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A first in Newfoundland literature


Bert Riggs,

(an archivist with the Centre for Newfoundland Studies at Memorial University),
whose column, A Backward Glance
appears in the Telegram each Tuesday

Transcribed From the Telegram

By: Barbara McGrath



The name Robert Traill Spence Lowell is most recognizable to students of literature as that of a 20th century American poet who lived from 1917-1977. He had no direct connection with Newfoundland. His great-grandfather, who bore the same name, did. Robert Traill Spence Lowell was born in Boston, Mass., on Oct. 8, 1816, the son of Harriet Brackett Spence and Charles Lowell. He was educated at Round Hill School in nearby Northhampton, after which he attended Harvard University, graduating in 1833.

After attempts at both medicine and business, Lowell decided on the ministry as his career path. He entered into study with the Rev. Alonzo Potter of the Protestant Episcopal Church - the name under which the Church of England operated in the United States after the War of Independence - in Schenectady, N.Y.

Before his ordination, Lowell completed a master's degree at Harvard, where in the fall of 1842 he met Aubrey Spencer, Church of England Bishop of Newfoundland and Bermuda. Spencer took a liking to Lowell and secured his transferral to Spencer's ecclesiastical jurisdiction.

Lowell was ordained to the priesthood by Spencer in March 1843, following which he was sent, at his own request, to St. Matthew's parish in Bay Roberts.

Clergy performed more than clerical and liturgical functions in 19th-century Newfoundland. They were advocates for the social welfare of their parishioners, and as such were often at odds with government officials over the most effective means to meet the needs of these people, especially in time of hardship.

Lowell encountered such hardship first-hand three years after his arrival. During the summer and early fall of 1846 a poor fishery, blight in the potato crop and a severe gale resulted in utter destitution for many people, who were left without shelter or food and no money to see them through the winter.

As relief commissioner, it was Lowell's responsibility to administer the meagre amount of money and foodstuffs provided by the government to assist those in need.

In attempting to do his job in a manner he thought fair to all, he ran afoul of the greed of local merchants and the partisan spoils system that governed local politics.

It was a harrowing learning experience for a young man from a well-to-do New England family.

In many ways it broke his spirit, and the following summer he left Bay Roberts.

He spent the remainder of ministerial service in parishes in the eastern United States, and finished his career as a professor of Latin at Union College in Schenectady.

His departure from Newfoundland did not mean that Lowell forgot the people he had ministered to in Bay Roberts.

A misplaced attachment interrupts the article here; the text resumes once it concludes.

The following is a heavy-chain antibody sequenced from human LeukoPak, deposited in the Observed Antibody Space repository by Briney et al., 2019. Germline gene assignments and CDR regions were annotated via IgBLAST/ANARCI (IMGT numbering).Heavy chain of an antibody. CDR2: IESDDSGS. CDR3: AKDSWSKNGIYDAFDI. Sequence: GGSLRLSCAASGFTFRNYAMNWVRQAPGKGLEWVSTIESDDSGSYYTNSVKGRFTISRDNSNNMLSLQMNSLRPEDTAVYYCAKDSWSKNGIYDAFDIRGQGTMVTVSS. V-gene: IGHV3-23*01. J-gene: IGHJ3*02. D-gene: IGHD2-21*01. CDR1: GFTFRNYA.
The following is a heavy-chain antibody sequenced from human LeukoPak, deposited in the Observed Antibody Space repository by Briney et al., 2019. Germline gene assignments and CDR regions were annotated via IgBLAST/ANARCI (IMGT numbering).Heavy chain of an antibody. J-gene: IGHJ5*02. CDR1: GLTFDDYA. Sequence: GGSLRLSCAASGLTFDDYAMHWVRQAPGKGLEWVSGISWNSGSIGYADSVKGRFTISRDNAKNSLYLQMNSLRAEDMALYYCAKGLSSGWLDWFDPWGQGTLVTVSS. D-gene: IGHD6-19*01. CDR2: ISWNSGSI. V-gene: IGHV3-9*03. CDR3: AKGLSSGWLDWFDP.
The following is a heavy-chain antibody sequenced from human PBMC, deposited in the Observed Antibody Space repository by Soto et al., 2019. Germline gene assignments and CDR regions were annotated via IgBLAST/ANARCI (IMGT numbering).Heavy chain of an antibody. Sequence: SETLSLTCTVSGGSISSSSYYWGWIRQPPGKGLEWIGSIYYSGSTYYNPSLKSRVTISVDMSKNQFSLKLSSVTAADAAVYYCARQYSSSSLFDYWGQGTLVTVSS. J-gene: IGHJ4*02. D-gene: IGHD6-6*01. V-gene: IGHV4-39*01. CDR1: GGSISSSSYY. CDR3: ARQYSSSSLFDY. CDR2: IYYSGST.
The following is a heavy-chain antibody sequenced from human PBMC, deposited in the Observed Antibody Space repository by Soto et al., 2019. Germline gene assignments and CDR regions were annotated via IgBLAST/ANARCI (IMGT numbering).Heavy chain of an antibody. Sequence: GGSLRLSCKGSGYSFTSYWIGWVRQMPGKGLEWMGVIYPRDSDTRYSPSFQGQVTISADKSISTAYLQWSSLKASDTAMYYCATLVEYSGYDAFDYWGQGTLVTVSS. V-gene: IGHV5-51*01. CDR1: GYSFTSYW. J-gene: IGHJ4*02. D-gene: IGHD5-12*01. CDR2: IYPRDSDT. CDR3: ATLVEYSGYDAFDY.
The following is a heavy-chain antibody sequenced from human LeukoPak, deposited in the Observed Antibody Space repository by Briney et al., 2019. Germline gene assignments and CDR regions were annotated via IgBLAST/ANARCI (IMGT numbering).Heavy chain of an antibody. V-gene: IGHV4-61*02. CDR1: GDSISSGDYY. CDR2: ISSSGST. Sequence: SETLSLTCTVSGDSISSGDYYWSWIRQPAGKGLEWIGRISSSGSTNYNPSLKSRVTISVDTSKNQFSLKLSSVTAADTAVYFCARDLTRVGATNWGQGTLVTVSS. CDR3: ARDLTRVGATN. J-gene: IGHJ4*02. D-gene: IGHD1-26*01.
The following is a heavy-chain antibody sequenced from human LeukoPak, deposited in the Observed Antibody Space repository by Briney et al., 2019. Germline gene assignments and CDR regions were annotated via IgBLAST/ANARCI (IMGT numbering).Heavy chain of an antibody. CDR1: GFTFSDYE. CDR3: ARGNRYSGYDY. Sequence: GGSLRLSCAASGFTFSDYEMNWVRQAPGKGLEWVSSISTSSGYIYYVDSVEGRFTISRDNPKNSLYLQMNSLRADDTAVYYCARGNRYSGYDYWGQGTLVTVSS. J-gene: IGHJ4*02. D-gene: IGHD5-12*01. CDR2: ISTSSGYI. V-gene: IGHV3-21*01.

Soon after his arrival back in the United States he embarked upon a vigorous and highly successful campaign to raise funds for those who were still suffering the effects of the previous year's troubles.

Lowell was an astute and perceptive observer of the people with whom he came into contact. He had an eye for landscape and an ear for dialogue. Eleven years after leaving Newfoundland, he published New Priest in Conception Bay, a novel set in the imaginary community of Peterview, a thinly disguised Bay Roberts. It was the first attempt to capture the people of Newfoundland and their way of life on a literary canvas.

The novel is the first to present a local Newfoundland dialect in print, and Lowell succeeds admirably in his task. While some of the main characters are somewhat dull and overdrawn, the minor characters provide a true-to-life account of the people who populated rural Newfoundland in the mid-19th century.

He recreated several incidents with which he was either familiar or had learned about during his stay in the community, and they add local charm and colour, drama and tragedy to the narrative.

The novel suffers from an obvious sectarian bias, with Protestant heroes versus Catholic villains, and evangelical proselytising.

The book was received with great critical acclaim in the United States; a second edition was printed in 1864 and a revised edition was published in 1889.

But then it went out of favour, known only to bibliographers and literary historians.

It was revived in 1974 with its re-publication by McClelland and Stewart Ltd. as part of the New Canadian Library series, with an introduction by Newfoundland literary historian Patrick O'Flaherty.

Lowell also wrote a short story and several poems based on Newfoundland themes and experiences.

His literary accomplishments have been overshadowed by those of his brother, the poet James Russell Lowell, and his great-grandson, both of whom secured a place in the American literary canon.

There is one other link between Lowell and Newfoundland. During the fall of 1845 he returned to the United States. While there, on Oct. 28, he married Mary Anne Duane of Duanesberg, N.Y. She eventually joined him in Bay Roberts, and on Jan. 13, 1847, gave birth to their first child, a daughter named Harriet Brackett Spence. Two other daughters and four sons completed the family in the years to follow.

Robert Traill Spence Lowell died in Schenectady on Sept. 12, 1891.

Bert Riggs is an archivist with the Centre for Newfoundland Studies at Memorial University. ...



This page transcribed by Barbara McGrath (September 2000)
REVISED: August 2002 (Terry Piercey)

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